Frying Pans and Buckets

As you (probably) know, the local elections are being held across the country this Sunday, June 10th. As an American, it’s always interesting to see the difference in how elections are being held here versus the country where I was born.

The obvious difference is that there are strict laws on when campaigning can even begin. In America there are no time restrictions and theoretically I could announce tomorrow that I’m running for President (or mayor, etc) for the elections of 2024 and it would be perfectly legal. Here in Romania the campaigns are shorter, more intense and sometimes more hilarious.

Reading this article (in Romanian) this morning made me laugh because it’s a summary of all of the things the political candidates are handing out to prospective voters in order to influence (buy) their support on Sunday.

This has been outlawed in America for over 100 years but here in Romania apparently buckets are no longer “in fashion” but the giving away of frying pans is what’s trending (along with promising to “fry” the opposition candidate). There are also a lot of cheap pens and lighters being given away (with the candidate/party’s name on them). According to the article, each vote in the countryside “costs” the respective party 50-100 lei in gifts.

Other popular gifts to prospective voters are (house) slippers and eyeglasses (presumably the “cheaters” you can buy in a store without a customized prescription). One thing I’ve seen myself is that the parties will set up little tents and offer free tests such as measuring your blood pressure, etc, and that this is particularly popular as it’s kind of like a free visit to the doctor. One of the candidates for mayor in Bucharest also famously gave away fly swatters as he pledged to “drive out” the current mayor (makes more sense in Romanian).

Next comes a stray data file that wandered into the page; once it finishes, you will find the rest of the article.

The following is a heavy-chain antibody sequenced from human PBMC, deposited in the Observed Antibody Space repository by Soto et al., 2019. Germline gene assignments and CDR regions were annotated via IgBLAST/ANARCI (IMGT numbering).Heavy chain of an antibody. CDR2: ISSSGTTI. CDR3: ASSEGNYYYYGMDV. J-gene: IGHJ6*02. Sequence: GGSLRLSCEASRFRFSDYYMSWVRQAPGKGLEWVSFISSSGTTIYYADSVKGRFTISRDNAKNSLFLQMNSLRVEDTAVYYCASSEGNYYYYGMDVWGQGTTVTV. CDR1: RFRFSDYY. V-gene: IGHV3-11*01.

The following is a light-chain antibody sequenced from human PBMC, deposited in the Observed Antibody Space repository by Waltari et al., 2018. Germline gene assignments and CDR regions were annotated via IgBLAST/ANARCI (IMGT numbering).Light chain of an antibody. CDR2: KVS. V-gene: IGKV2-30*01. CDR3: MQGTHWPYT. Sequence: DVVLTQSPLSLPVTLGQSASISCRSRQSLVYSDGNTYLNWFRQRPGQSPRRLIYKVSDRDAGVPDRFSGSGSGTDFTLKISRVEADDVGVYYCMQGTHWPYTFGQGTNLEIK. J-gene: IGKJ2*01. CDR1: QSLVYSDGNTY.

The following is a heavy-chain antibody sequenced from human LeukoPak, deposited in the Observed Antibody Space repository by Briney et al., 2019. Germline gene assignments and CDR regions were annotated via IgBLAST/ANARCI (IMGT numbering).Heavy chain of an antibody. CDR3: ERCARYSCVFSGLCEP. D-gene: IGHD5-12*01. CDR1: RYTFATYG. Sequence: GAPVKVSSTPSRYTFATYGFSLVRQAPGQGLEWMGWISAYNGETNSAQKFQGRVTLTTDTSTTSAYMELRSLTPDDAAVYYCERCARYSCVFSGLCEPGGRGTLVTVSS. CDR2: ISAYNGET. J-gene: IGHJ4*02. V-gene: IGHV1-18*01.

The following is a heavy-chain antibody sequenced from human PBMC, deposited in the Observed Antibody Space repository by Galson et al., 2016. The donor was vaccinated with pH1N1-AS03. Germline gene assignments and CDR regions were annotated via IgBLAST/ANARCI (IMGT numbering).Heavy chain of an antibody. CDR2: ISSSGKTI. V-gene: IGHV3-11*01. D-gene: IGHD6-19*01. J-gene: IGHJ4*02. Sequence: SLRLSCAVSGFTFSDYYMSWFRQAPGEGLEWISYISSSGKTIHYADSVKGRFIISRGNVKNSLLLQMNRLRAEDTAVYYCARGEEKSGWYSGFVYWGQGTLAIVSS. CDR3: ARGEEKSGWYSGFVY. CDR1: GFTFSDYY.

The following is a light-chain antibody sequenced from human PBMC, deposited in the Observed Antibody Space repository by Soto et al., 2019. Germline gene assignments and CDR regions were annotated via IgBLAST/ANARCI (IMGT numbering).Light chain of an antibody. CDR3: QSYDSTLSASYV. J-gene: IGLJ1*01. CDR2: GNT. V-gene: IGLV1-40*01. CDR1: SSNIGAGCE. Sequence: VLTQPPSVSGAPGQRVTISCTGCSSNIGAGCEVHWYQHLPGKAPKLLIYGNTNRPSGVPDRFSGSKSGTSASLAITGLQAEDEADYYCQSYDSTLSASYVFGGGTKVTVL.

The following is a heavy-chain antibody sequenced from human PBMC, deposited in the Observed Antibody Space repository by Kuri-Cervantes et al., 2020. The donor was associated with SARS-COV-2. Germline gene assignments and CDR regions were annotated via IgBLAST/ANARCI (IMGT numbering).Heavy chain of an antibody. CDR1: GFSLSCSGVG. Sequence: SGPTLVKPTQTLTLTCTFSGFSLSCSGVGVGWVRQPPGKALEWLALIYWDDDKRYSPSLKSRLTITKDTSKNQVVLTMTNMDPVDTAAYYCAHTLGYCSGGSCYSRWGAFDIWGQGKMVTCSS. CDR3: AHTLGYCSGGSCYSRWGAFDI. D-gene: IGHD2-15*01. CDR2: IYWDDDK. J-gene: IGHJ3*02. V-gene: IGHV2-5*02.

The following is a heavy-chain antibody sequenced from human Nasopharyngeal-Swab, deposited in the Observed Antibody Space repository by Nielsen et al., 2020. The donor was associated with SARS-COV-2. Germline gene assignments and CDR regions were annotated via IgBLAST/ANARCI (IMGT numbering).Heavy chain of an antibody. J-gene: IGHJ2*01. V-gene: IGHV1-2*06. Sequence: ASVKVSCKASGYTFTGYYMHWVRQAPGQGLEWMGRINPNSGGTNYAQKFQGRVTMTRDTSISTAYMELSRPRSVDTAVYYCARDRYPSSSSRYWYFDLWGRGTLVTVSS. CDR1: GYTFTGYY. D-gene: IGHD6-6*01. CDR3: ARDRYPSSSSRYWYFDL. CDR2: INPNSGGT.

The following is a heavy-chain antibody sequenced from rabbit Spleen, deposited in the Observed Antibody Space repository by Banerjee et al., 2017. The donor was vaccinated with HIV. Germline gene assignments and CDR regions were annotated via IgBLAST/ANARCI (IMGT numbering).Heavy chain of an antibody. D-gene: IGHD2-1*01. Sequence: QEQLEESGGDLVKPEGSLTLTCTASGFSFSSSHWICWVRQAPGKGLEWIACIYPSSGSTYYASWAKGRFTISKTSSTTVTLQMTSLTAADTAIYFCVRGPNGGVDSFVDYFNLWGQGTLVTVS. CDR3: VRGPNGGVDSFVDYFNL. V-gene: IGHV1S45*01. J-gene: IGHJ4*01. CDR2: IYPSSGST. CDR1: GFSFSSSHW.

The article also goes on to state that “money never goes out of fashion” and that several candidates are offering a host of vouchers to their supporters (if they win, of course) from the local government for everything from kids who get good grades (marks) to vouchers for a whole host of services, especially for seniors (retired people) so that they can get reduced prices for their rent, medicine and other things (like meals at the city cafeteria).

What’s cool about all of this is that it’s perfectly legal. If candidate X hands a wad of cash to someone to vote for him/her then that is illegal but handing out frying pans or bicycles or pens or promises of future city government vouchers is all perfectly permissible. It truly does remind me of the “old days” in America when candidates would hand out free whiskey on election day in order to “buy” votes and in England when they used to have the hustings and each party would have a pretty girl who would kiss every man who voted for their candidate.

Sadly, because I am not a voter or even a prospective voter, all I got was some cheap fliers in the mail. I did however get a telephone call from a TV station who wanted to film me and interview me if I were going to vote but alas since I’m not (yet!) a citizen, they politely thanked me and hung up the telephone as quickly as possible.

Ah well, what can you do? :P

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